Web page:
After not being allowed to vote yesterday morning, I want to report from the Wisconsin front lines of the draconian voting laws that Republicans have been pushing through state legislatures across the country. For all the focus on stringent requirements to show ID in order to vote, these are not the only measures that impose new limits on voting. States are also curtailing provisions for early voting prior to election day.
Which brings me to my own story. Aside from tomorrow’s Wisconsin presidential primary, there are important local elections in my main home community of Stevens Point. I say “main home” because the office where I work is 300 miles away in Eastern Iowa. With this commute, I am normally out of town during the work week. The recent trend — more accurately “until-recent” — of expanded early voting has helped make sure I can vote despite my nomadic lifestyle. For election days when I’m not home, the clerk’s office at city hall has served as my polling place.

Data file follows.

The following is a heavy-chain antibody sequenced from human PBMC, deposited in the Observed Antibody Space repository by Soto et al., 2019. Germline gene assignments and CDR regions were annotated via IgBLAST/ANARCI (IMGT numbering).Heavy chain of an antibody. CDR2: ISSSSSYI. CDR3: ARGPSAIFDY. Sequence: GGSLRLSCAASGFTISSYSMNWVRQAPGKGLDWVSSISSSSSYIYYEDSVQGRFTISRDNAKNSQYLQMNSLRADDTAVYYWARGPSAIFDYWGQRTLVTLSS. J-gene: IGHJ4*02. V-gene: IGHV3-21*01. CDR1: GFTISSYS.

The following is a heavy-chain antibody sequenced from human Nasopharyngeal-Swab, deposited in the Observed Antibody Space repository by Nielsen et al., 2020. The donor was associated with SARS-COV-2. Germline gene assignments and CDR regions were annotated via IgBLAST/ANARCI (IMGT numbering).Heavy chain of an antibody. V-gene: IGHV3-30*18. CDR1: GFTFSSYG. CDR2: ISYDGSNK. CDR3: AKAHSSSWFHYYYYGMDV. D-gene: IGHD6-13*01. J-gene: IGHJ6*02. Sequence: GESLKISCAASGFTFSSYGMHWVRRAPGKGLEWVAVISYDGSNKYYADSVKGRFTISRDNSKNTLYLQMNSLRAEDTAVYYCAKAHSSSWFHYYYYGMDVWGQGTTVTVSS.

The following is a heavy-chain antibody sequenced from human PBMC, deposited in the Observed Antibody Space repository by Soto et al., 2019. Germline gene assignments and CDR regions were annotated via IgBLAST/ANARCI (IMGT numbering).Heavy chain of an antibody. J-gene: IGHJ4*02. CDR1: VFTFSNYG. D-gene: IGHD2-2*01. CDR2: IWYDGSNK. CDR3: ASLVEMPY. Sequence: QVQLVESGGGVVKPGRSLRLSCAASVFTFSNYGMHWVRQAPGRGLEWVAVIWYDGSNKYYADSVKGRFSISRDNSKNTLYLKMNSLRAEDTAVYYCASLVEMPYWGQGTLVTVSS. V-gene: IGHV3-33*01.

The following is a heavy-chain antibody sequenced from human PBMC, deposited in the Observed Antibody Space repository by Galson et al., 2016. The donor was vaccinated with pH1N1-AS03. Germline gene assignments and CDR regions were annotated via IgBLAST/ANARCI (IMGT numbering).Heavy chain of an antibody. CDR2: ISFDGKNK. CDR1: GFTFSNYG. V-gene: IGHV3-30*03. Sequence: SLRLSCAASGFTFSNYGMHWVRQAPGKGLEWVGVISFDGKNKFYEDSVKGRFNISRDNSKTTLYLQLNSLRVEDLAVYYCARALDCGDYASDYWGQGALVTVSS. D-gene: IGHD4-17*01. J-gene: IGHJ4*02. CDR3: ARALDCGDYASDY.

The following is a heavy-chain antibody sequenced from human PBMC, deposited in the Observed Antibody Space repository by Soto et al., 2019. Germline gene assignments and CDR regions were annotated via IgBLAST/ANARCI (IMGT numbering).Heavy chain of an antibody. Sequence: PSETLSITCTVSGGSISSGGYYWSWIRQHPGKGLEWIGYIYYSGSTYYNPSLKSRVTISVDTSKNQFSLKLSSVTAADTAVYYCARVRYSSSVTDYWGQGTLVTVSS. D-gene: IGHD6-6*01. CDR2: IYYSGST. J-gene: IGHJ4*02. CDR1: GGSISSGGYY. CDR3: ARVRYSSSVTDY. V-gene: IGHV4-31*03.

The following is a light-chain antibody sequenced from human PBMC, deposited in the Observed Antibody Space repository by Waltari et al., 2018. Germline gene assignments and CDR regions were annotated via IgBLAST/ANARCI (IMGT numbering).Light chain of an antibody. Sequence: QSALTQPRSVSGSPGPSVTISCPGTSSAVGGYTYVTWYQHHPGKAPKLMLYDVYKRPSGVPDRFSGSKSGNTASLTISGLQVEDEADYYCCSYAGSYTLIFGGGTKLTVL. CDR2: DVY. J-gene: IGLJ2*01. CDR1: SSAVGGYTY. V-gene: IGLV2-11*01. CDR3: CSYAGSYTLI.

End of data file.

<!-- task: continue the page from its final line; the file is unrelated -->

Until this morning, that is. Before heading to Iowa, I stopped off at city hall when it opened at 7:30 and found out that it was too late to vote. The staff told me that state law now closed off my chance to vote on the day before the election. Anyone who has followed these voter laws knows that their stated purpose of protecting against voter fraud — which no one has been able to document — is just a cover story for trying to skew turnout toward the more affluent. The restrictions on early voting strain the credibility of so-called “ballot integrity” even more than the ID requirements. Someone please tell me exactly how it guards against fraud to stop me from voting on Monday morning, rather than Tuesday morning.